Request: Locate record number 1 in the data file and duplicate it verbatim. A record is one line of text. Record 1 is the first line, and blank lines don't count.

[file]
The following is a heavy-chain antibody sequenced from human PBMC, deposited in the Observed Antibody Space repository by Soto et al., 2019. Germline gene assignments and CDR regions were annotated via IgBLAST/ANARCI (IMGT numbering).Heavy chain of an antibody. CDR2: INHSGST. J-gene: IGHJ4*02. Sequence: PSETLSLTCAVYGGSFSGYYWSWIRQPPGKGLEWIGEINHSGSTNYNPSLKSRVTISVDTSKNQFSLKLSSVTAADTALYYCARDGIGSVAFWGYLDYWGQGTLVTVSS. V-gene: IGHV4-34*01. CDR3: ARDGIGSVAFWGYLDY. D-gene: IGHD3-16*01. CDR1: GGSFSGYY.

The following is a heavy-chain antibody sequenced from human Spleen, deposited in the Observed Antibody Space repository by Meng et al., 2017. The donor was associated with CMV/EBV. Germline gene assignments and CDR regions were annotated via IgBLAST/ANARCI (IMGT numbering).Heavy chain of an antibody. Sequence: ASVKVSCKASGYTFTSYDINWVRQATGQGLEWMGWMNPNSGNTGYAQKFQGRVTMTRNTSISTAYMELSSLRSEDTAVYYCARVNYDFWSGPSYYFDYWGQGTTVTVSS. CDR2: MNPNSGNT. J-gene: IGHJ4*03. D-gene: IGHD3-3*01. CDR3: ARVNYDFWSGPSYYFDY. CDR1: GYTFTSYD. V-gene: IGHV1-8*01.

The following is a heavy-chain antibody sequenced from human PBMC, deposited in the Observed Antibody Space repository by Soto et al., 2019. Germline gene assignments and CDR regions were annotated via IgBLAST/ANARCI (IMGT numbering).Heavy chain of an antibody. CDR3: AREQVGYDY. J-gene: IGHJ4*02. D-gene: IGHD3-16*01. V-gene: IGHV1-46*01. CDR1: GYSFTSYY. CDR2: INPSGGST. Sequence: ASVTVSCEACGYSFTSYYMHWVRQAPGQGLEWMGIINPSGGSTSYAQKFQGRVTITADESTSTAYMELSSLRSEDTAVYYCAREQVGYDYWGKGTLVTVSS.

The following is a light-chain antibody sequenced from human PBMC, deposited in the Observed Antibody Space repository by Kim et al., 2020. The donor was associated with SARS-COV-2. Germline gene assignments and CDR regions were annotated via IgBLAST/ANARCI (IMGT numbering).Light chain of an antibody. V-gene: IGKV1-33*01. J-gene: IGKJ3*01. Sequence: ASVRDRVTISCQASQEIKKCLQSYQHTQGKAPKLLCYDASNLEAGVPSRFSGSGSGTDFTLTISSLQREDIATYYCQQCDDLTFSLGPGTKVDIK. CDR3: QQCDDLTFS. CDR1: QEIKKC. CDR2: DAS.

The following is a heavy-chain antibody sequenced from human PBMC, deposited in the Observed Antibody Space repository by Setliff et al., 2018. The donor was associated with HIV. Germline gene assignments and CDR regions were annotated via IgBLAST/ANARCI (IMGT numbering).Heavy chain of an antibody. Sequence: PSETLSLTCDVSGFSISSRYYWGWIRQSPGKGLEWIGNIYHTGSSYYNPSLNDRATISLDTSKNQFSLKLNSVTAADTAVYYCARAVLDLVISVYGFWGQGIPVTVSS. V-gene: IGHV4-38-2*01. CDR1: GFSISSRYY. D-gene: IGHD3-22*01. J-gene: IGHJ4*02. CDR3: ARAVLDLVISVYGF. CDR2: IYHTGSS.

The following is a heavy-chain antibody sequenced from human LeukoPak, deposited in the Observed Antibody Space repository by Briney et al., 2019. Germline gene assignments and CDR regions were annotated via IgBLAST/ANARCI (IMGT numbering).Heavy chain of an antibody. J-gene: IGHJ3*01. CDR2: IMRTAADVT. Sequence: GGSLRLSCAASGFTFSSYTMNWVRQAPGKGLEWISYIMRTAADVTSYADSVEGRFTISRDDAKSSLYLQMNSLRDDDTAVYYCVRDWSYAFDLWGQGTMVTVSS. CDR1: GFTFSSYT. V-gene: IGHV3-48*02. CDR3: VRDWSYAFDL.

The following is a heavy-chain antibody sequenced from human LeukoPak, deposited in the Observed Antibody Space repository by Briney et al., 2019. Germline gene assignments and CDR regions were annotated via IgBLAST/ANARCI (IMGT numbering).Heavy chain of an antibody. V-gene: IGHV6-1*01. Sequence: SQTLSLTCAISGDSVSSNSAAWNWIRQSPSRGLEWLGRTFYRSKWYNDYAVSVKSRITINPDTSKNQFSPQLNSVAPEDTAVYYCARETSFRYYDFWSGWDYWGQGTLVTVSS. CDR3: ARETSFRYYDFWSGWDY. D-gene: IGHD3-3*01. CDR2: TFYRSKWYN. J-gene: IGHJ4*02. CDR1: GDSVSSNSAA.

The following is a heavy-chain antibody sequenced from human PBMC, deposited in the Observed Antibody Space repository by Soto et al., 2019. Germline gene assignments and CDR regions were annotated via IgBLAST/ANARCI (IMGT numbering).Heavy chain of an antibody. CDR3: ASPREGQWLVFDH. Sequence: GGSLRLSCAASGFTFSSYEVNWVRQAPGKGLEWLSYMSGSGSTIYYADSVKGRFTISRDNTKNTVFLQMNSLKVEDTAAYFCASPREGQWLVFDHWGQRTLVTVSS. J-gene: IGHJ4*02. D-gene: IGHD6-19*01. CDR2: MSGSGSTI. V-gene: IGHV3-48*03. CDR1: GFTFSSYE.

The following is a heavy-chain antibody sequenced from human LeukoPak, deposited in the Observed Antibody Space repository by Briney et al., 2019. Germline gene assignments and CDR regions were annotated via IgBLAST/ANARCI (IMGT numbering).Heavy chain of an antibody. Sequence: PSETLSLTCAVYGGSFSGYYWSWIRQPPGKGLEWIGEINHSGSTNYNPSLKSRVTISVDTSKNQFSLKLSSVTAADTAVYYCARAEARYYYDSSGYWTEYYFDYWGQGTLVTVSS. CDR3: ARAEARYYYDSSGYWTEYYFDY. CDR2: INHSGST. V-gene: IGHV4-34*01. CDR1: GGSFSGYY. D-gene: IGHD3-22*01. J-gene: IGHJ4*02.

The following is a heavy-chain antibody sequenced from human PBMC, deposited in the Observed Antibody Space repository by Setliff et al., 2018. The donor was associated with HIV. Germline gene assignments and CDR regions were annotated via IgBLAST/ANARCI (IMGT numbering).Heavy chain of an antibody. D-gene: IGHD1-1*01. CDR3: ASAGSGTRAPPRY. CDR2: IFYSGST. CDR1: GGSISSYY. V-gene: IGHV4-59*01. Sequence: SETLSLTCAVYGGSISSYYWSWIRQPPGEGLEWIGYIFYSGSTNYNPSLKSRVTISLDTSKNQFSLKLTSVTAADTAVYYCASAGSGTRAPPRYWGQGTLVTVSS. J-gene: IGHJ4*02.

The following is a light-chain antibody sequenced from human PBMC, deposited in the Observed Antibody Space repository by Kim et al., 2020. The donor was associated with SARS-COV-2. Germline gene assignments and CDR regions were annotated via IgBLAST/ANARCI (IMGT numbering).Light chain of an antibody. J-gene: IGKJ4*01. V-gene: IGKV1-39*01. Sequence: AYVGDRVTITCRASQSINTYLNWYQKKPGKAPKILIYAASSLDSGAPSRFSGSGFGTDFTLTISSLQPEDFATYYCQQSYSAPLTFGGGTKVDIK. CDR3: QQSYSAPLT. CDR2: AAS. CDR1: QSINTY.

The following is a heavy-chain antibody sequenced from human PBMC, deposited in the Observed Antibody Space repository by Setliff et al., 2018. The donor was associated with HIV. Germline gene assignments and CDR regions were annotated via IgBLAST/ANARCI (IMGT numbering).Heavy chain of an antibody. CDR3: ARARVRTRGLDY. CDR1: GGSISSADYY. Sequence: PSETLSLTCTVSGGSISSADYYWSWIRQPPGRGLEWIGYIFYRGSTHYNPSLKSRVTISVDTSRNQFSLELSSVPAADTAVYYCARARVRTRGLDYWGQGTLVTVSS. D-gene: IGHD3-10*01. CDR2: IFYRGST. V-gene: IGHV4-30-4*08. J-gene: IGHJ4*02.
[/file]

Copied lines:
The following is a heavy-chain antibody sequenced from human PBMC, deposited in the Observed Antibody Space repository by Soto et al., 2019. Germline gene assignments and CDR regions were annotated via IgBLAST/ANARCI (IMGT numbering).Heavy chain of an antibody. CDR2: INHSGST. J-gene: IGHJ4*02. Sequence: PSETLSLTCAVYGGSFSGYYWSWIRQPPGKGLEWIGEINHSGSTNYNPSLKSRVTISVDTSKNQFSLKLSSVTAADTALYYCARDGIGSVAFWGYLDYWGQGTLVTVSS. V-gene: IGHV4-34*01. CDR3: ARDGIGSVAFWGYLDY. D-gene: IGHD3-16*01. CDR1: GGSFSGYY.